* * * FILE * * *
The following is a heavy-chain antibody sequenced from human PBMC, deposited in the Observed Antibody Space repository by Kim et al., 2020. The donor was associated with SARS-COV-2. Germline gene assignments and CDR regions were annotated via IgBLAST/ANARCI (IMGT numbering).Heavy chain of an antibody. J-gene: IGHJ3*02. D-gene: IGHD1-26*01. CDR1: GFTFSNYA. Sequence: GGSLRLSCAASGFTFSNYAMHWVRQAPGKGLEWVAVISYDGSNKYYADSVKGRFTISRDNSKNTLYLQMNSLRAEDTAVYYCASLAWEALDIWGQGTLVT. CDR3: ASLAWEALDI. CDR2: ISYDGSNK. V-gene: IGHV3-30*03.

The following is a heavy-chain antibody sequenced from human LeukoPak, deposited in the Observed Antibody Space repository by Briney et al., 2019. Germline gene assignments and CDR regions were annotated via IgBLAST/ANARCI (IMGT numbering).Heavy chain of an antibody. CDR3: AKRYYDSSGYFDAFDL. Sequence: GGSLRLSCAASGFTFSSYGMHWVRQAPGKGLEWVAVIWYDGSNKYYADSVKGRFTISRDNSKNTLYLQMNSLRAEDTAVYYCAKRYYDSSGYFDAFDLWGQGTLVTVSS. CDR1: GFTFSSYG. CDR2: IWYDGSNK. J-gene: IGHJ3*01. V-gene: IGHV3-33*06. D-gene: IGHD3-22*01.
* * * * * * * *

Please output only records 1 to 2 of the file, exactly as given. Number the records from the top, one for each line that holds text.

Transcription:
The following is a heavy-chain antibody sequenced from human PBMC, deposited in the Observed Antibody Space repository by Kim et al., 2020. The donor was associated with SARS-COV-2. Germline gene assignments and CDR regions were annotated via IgBLAST/ANARCI (IMGT numbering).Heavy chain of an antibody. J-gene: IGHJ3*02. D-gene: IGHD1-26*01. CDR1: GFTFSNYA. Sequence: GGSLRLSCAASGFTFSNYAMHWVRQAPGKGLEWVAVISYDGSNKYYADSVKGRFTISRDNSKNTLYLQMNSLRAEDTAVYYCASLAWEALDIWGQGTLVT. CDR3: ASLAWEALDI. CDR2: ISYDGSNK. V-gene: IGHV3-30*03.

The following is a heavy-chain antibody sequenced from human LeukoPak, deposited in the Observed Antibody Space repository by Briney et al., 2019. Germline gene assignments and CDR regions were annotated via IgBLAST/ANARCI (IMGT numbering).Heavy chain of an antibody. CDR3: AKRYYDSSGYFDAFDL. Sequence: GGSLRLSCAASGFTFSSYGMHWVRQAPGKGLEWVAVIWYDGSNKYYADSVKGRFTISRDNSKNTLYLQMNSLRAEDTAVYYCAKRYYDSSGYFDAFDLWGQGTLVTVSS. CDR1: GFTFSSYG. CDR2: IWYDGSNK. J-gene: IGHJ3*01. V-gene: IGHV3-33*06. D-gene: IGHD3-22*01.